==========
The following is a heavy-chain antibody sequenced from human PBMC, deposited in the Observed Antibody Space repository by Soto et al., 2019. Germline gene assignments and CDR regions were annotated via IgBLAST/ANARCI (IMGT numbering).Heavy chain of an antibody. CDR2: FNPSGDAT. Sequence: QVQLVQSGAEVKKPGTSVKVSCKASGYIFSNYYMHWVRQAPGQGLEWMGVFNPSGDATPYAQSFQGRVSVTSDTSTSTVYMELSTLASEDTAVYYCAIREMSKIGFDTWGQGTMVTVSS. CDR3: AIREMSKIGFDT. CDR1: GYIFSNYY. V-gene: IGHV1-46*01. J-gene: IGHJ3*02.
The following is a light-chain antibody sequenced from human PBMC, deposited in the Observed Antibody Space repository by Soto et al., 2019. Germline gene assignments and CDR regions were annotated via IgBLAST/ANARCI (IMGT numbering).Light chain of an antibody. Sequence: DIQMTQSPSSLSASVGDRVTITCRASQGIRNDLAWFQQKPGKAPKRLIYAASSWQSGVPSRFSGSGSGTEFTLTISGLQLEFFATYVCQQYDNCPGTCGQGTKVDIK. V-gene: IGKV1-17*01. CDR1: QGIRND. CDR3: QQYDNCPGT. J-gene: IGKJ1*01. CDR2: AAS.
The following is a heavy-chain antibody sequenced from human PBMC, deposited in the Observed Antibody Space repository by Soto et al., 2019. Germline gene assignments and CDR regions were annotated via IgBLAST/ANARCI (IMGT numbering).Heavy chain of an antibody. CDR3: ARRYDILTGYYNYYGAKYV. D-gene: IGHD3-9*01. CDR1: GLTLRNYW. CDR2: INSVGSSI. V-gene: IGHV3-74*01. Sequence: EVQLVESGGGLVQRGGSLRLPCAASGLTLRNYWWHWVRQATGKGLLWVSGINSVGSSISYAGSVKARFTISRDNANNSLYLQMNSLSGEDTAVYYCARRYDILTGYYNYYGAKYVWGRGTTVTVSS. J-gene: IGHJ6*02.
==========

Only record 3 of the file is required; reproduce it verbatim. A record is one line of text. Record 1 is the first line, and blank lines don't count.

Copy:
The following is a heavy-chain antibody sequenced from human PBMC, deposited in the Observed Antibody Space repository by Soto et al., 2019. Germline gene assignments and CDR regions were annotated via IgBLAST/ANARCI (IMGT numbering).Heavy chain of an antibody. CDR3: ARRYDILTGYYNYYGAKYV. D-gene: IGHD3-9*01. CDR1: GLTLRNYW. CDR2: INSVGSSI. V-gene: IGHV3-74*01. Sequence: EVQLVESGGGLVQRGGSLRLPCAASGLTLRNYWWHWVRQATGKGLLWVSGINSVGSSISYAGSVKARFTISRDNANNSLYLQMNSLSGEDTAVYYCARRYDILTGYYNYYGAKYVWGRGTTVTVSS. J-gene: IGHJ6*02.